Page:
Further, Stobierski said he knows from his work in securing what he called the “complete” diocesan personnel file on Lavigne that there are “documents that are not there that should be there.”
Stobierski noted that after he represented a young man who was allegedly abused by Lavigne in 2002, others felt “empowered” to come forward. Something similar could happen if Velis “finds Weldon to have been a perpetrator,” he said.
“It is helpful reassurance,” said Stobierski, adding, “If Weldon is found to be a perpetrator anything that honors him in the diocese with his name should be removed and any other perpetrator’s name removed.”
As of last week, Stobierski said he had not been contacted by the Velis investigation, suggesting “that Judge Velis had enough information at his fingertips and did not need patterned behavior or he had limited charge.”
Attorney Mitchell Garabedian, whose Boston-based law firm has settled countless clergy sexual abuse and misconduct claims, including those against Lavigne, raised similar issues around the investigation as Stobierski, though he is not involved either in the investigation.
“The thoroughness of the investigation will be limited by the amount of information given to the investigator by the Diocese of Springfield,” Garabedian said. “The investigator does not have subpoena powers and so whatever documentation the Diocese of Springfield gives him is the documentation he has to review.”
Garabedian said he continues to “represent numerous victims of pedophile priests spanning decades from Springfield” and characterized them as “highly skeptical that the Diocese of Springfield will not be hiding further information about clergy sexual abuse.”
He sees whatever change has incurred in the Catholic Church in terms of reforms to identify pedophile priests and protect children as not coming “from within the Catholic Church; the change is coming from outside the Catholic Church.”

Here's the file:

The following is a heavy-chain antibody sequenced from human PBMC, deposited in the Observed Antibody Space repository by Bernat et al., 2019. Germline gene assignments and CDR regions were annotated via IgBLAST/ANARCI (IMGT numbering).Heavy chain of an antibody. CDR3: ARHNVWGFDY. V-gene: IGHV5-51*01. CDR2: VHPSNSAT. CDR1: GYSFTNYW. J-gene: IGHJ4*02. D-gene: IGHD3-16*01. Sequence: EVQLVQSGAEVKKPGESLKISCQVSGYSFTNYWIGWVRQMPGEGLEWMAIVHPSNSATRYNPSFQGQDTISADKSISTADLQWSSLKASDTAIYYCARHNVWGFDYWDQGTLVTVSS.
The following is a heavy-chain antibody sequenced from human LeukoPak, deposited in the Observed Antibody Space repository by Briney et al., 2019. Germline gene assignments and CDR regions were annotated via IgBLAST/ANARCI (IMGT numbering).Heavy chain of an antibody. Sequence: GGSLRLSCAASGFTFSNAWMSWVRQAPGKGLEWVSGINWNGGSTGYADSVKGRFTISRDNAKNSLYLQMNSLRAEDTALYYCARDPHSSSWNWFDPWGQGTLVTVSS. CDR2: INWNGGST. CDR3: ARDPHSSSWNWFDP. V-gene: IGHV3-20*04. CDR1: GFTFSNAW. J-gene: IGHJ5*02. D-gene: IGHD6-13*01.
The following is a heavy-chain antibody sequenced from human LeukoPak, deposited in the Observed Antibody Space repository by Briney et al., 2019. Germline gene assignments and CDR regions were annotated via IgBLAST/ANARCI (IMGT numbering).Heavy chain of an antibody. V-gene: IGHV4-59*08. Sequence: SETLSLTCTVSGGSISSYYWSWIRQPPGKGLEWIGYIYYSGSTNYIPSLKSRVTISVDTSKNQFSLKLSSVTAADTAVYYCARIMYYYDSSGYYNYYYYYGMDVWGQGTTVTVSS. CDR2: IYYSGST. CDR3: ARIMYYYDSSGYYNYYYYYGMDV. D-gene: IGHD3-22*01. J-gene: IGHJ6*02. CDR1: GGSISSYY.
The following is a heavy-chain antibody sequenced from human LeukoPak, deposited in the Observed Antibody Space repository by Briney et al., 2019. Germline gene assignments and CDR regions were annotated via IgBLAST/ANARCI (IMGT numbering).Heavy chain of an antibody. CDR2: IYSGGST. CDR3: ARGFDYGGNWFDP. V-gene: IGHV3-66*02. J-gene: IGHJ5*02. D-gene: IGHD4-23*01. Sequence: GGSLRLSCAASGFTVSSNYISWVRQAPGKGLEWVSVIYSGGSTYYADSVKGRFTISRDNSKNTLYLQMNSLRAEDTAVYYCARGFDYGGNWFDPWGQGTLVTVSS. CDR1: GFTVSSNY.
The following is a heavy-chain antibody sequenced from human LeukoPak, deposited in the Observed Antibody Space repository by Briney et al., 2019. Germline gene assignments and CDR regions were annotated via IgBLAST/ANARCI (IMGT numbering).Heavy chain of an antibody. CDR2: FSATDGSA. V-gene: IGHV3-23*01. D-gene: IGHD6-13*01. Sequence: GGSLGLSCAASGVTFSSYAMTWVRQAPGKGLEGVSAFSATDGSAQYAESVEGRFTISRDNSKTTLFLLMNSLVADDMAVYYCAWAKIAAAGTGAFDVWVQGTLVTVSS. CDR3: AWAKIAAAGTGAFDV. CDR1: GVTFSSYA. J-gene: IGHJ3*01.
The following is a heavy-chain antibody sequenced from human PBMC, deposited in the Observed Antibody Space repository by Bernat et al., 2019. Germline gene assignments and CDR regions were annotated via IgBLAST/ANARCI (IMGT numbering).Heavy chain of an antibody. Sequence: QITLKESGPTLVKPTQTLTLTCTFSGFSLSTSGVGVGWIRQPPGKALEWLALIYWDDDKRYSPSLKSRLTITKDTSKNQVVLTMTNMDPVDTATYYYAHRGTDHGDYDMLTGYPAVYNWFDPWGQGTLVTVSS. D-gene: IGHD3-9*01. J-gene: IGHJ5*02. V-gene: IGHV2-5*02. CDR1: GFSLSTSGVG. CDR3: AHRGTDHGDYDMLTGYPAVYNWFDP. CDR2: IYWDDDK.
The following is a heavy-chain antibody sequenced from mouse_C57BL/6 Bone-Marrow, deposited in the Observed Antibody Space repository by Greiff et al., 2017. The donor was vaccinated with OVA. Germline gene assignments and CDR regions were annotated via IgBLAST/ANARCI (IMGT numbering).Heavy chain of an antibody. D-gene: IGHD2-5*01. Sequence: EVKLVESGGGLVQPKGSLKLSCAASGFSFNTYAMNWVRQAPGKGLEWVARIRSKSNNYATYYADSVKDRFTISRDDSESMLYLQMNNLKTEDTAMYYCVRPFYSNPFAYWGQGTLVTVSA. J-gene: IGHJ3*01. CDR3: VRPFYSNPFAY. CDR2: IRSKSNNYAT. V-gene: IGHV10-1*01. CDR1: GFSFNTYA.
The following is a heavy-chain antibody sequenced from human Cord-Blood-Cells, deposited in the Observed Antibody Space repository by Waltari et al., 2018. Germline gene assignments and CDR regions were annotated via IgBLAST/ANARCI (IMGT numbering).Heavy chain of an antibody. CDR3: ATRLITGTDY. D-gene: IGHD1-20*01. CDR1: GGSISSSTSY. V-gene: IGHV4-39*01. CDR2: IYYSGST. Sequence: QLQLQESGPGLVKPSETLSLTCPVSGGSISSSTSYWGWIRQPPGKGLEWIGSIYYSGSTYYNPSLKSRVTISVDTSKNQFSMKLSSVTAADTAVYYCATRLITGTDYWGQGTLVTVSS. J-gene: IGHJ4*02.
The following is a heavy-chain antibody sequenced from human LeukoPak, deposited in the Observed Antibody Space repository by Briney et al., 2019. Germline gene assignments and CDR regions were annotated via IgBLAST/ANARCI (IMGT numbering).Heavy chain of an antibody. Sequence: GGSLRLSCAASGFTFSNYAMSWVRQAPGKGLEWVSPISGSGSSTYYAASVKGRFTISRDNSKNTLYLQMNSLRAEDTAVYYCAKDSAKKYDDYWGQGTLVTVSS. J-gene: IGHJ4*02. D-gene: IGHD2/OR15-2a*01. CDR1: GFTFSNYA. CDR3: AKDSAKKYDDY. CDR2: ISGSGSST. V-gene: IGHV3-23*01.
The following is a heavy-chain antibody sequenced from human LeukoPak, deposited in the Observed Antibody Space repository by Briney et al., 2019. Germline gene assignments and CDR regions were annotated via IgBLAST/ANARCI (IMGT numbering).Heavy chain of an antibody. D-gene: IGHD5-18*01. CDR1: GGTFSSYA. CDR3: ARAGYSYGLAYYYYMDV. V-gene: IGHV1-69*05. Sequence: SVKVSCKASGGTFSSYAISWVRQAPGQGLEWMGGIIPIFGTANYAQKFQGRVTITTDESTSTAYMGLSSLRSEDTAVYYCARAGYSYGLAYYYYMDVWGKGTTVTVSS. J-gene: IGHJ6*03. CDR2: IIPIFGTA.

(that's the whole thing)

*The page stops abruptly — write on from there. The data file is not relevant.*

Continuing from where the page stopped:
“Clergy sexual abuse victims are to be commend in having the strength to come forward and report they have been sexually abuse and in doing so they empower themselves, other victims and make the world a safer place for children,” Garabedian said.
“If the Diocese of Springfield truly cares about transparency it would release the secret files, and that is what they are called in canon law, which the bishop holds and which indicate who the pedophile priests were, reports of pedophilia by the pedophile priests and names of supervisors who covered up sexual abuse. This would help clergy sexual abuse victims try to heal and parishioners gain confidence in the Diocese of Springfield.”
It was Weldon’s accuser who requested last year’s June meeting with Rozanski after the diocesan review board said the individual did not allege sexual abuse by Weldon during his June 2018 appearance before the board. Three individuals attending that meeting with the accuser supported his account, which was described as very specific.
A letter sent three months after that 2018 meeting by the review board to the accuser and obtained by the media reads in part said, “On behalf of the diocesan review board, we want to thank you for sharing details of your abuse as detailed in narrative relating to Bishop Christopher Weldon, Rev. Edward Authier and Rev. Clarence Forand.”
It added, “This letter, along with a copy of your request for the support you would like to receive from the diocese, will be forward to Bishop Mitchell Rozanski advising him that the diocese review board finds your testimony compelling and credible. As we explained to you the board has no other authority but to notify the bishop that we find your allegations credible.”